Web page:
Campbell DR, Dooley JL (1992) The spatial scale of genetic differentiation in a hummingbird-pollinated plant: comparison with models of isolation by distance. Am Nat 139:735–748
Campbell DR, Motten AF (1985) The Mechanism of competition for pollination between two forest herbs. Ecology 66:554–563. https://doi.org/10.2307/1940404
Campbell DR, Waser NM (2007) Evolutionary dynamics of an Ipomopsis hybrid zone: confronting models with lifetime fitness data. Am Nat 169:298–310. https://doi.org/10.1086/510758
CaraDonna PJ, Waser NM (2020) Temporal flexibility in the structure of plant–pollinator interaction networks. Oikos. https://doi.org/10.1111/oik.07526
CaraDonna PJ, Iler AM, Inouye DW (2014) Shifts in flowering phenology reshape a subalpine plant community. Proc Natl Acad Sci 111:4916–4921. https://doi.org/10.1073/pnas.1323073111
CaraDonna PJ, Petry WK, Brennan RM, Cunningham JL, Bronstein JL, Waser NM, Sanders NJ (2017) Interaction rewiring and the rapid turnover of plant–pollinator networks. Ecol Lett 20:385–394
Chao A, Chazdon RL, Colwell RK, Shen T-J (2006) Abundance-based similarity indices and their estimation when there are unseen species in samples. Biometrics 62:361–371
Chazdon R, Colwell R, Denslow J, Guariguata M (1998) Statistical methods for estimating species richness of woody regeneration in primary and secondary rain forests of NE Costa Rica. In: Dallmeier F, Comiskey JA (eds) In Forest biodiversity research, monitoring and modelling, pp 285–309
Chittka L, Thomson JD (1997) Sensori-motor learning and its relevance for task specialization in bumble bees. Behav Ecol Sociobiol 41:385–398. https://doi.org/10.1007/s002650050400
Cresswell JE (1999) The influence of nectar and pollen availability on pollen transfer by individual flowers of oil-seed rape (Brassica napus) when pollinated by bumblebees (Bombus lapidarius). J Ecol 87:670–677. https://doi.org/10.1046/j.1365-2745.1999.00385.x
Delignette-Muller ML, Dutang C (2015) fitdistrplus: an R package for fitting distributions. J Stat Softw 64:1–34
Emlen JM (1966) The role of time and energy in food preference. Am Nat 100:611–617
Fontaine C, Collin CL, Dajoz I (2008) Generalist foraging of pollinators: diet expansion at high density. J Ecol 96:1002–1010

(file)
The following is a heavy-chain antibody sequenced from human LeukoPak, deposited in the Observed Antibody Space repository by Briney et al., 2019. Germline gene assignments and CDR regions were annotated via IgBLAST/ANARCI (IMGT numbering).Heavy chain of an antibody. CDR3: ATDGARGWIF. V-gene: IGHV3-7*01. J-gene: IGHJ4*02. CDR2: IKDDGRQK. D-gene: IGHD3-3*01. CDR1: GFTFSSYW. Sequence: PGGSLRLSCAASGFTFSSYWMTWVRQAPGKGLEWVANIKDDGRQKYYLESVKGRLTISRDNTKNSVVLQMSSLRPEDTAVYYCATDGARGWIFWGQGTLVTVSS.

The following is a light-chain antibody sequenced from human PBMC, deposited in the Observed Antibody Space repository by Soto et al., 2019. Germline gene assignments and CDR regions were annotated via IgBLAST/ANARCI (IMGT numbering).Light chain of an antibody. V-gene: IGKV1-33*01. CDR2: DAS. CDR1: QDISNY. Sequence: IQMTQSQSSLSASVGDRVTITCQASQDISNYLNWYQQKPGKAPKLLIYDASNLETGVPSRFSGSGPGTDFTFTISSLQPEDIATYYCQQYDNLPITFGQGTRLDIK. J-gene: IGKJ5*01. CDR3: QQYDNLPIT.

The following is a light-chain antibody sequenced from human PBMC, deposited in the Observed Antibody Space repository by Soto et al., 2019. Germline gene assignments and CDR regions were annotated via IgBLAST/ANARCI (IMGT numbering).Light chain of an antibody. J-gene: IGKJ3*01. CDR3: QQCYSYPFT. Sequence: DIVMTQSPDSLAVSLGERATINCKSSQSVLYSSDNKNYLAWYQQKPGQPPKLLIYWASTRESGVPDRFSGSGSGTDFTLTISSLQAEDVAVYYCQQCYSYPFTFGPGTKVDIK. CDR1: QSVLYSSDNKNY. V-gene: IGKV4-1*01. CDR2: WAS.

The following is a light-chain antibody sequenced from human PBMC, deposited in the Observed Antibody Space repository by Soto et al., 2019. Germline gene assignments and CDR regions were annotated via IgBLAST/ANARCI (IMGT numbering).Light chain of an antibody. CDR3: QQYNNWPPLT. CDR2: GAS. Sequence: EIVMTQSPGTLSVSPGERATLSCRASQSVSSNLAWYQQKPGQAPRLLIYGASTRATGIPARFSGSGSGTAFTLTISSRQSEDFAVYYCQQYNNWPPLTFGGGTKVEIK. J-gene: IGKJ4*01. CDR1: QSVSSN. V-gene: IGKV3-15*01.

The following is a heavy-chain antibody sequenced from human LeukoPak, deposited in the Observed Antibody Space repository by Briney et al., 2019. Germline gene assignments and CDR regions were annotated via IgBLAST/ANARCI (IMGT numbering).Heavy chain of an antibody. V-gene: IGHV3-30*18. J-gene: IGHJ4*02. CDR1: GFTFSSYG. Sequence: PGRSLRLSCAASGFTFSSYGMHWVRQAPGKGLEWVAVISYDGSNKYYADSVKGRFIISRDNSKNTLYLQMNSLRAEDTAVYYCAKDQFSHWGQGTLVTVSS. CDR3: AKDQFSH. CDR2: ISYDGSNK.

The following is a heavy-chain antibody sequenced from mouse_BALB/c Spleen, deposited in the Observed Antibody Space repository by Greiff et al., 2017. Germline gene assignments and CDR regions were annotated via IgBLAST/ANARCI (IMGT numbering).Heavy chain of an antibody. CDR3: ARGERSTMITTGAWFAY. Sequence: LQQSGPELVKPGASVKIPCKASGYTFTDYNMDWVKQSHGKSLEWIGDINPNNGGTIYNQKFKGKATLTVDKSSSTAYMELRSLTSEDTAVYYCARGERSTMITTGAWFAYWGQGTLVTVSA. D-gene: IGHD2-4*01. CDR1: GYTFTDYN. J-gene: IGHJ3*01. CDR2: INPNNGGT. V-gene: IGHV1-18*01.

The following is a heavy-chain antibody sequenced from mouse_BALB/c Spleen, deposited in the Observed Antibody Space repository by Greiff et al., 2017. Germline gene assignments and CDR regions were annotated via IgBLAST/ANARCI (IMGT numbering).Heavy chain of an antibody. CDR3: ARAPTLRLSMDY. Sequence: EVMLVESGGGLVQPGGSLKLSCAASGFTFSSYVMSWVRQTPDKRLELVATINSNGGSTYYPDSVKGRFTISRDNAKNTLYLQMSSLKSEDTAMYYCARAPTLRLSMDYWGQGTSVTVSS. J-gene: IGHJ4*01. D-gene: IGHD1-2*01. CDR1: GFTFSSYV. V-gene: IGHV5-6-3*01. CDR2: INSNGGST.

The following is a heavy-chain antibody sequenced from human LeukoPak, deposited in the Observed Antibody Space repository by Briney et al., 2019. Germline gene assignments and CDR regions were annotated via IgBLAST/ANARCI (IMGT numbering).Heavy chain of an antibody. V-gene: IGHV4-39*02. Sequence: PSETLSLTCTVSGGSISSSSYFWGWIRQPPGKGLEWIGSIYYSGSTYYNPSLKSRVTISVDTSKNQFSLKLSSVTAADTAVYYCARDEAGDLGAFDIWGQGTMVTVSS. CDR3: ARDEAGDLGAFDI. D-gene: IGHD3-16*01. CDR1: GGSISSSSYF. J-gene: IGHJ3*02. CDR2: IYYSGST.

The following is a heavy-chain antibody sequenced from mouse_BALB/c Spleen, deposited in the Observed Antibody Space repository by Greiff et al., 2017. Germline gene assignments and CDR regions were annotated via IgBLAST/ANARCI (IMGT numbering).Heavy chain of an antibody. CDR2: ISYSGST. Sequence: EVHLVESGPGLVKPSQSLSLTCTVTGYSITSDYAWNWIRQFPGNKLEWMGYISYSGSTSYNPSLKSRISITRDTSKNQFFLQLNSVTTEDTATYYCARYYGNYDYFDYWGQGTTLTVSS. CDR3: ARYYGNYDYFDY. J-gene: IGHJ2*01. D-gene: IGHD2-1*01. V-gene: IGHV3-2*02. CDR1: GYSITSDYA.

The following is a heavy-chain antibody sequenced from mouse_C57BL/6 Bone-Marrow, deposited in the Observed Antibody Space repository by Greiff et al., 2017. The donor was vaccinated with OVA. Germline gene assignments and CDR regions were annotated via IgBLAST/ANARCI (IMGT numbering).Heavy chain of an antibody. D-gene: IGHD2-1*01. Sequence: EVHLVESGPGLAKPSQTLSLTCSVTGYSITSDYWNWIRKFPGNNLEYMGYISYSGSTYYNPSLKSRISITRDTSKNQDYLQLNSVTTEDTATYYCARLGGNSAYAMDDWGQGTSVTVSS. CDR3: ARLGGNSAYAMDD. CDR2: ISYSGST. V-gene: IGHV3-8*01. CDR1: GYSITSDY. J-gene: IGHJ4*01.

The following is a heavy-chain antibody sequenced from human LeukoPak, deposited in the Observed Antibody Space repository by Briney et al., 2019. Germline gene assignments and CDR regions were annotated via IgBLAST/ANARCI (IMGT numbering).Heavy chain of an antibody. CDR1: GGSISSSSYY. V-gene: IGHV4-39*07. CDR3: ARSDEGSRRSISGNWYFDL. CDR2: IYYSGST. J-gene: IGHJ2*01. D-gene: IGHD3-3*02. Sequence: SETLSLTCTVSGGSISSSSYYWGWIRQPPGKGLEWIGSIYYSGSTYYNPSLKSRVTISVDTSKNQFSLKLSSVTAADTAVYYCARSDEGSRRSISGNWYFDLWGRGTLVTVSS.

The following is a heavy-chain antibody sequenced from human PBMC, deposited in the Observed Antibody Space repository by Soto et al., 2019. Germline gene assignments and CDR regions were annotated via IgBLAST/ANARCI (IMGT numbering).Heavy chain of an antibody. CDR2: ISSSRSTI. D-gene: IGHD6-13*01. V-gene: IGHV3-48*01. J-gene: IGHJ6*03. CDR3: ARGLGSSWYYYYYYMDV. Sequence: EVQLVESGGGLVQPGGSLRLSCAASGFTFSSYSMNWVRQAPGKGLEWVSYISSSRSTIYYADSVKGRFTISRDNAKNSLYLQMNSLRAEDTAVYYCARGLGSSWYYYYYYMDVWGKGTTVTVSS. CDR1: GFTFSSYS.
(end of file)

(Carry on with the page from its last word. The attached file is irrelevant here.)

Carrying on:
Forrest JRK, Cross R, CaraDonna PJ (2019) Two-year bee, or not two-year bee? How voltinism is affected by temperature and season length in a high-elevation solitary bee. Am Nat 193:560–574
Fründ J, Dormann CF, Holzschuh A, Tscharntke T (2013) Bee diversity effects on pollination depend on functional complementarity and niche shifts. Ecology 94:2042–2054. https://doi.org/10.1890/12-1620.1
Galen C, Gregory T (1989) Interspecific pollen transfer as a mechanism of competition: Consequences of foreign pollen contamination for seed set in the alpine wildflower, Polemonium viscosum. Oecologia 81:120–123. https://doi.org/10.1007/bf00377020
Gegear RJ, Laverty TM (1995) Effect of flower complexity on relearning flower-handling skills in bumble bees. Can J Zool 73:2052–2058. https://doi.org/10.1139/z95-241
Greenleaf SS, Williams NM, Winfree R, Kremen C (2007) Bee foraging ranges and their relationship to body size. Oecologia 153:589–596
Hallett AC, Mitchell RJ, Chamberlain ER, Karron JD (2017) Pollination success following loss of a frequent pollinator: the role of compensatory visitation by other effective pollinators. AoB PLANTS. https://doi.org/10.1093/aobpla/plx020
Hartig F (2019) DHARMa: residual diagnostics for hierarchical (multi-level/mixed) regression models. R package version 0.2.4
Horn HS (1966) Measurement of “overlap” in comparative ecological studies. Am Nat 100:419–424
Hsieh TC, Ma KH, Chao A (2016) iNEXT: an R package for rarefaction and extrapolation of species diversity (Hill numbers). Methods Ecol Evol 7:1451–1456. https://doi.org/10.1111/2041-210X.12613
Inouye DW (1978) Resource partitioning in bumblebees: experimental studies of foraging behavior. Ecology 59:672–678
Inouye DW (2008) Effects of climate change on phenology, frost damage, and floral abundance of montane wildflowers. Ecology 89:353–362
Inouye DW, McGuire AD (1991) Effects of snowpack on timing and abundance of flowering in Delphinium nelsonii (Ranunculaceae): implications for climate change. Am J Bot 78:997–1001